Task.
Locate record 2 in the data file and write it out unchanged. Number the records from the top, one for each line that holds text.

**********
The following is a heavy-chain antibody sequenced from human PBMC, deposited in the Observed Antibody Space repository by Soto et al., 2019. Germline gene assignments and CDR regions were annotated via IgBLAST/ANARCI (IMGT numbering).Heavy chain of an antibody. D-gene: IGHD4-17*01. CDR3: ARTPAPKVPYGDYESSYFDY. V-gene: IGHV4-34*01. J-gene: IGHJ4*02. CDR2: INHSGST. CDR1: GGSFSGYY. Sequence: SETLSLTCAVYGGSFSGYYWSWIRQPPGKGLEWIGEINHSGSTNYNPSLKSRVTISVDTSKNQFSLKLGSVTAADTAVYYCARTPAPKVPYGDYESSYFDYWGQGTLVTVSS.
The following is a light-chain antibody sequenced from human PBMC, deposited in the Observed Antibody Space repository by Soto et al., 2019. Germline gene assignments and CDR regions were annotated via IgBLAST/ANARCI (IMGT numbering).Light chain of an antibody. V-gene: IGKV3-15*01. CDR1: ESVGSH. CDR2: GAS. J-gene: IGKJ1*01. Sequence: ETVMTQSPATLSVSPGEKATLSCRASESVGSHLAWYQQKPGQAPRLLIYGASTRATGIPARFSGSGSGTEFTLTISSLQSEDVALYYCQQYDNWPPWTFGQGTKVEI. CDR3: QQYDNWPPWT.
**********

The following is a light-chain antibody sequenced from human PBMC, deposited in the Observed Antibody Space repository by Soto et al., 2019. Germline gene assignments and CDR regions were annotated via IgBLAST/ANARCI (IMGT numbering).Light chain of an antibody. V-gene: IGKV3-15*01. CDR1: ESVGSH. CDR2: GAS. J-gene: IGKJ1*01. Sequence: ETVMTQSPATLSVSPGEKATLSCRASESVGSHLAWYQQKPGQAPRLLIYGASTRATGIPARFSGSGSGTEFTLTISSLQSEDVALYYCQQYDNWPPWTFGQGTKVEI. CDR3: QQYDNWPPWT.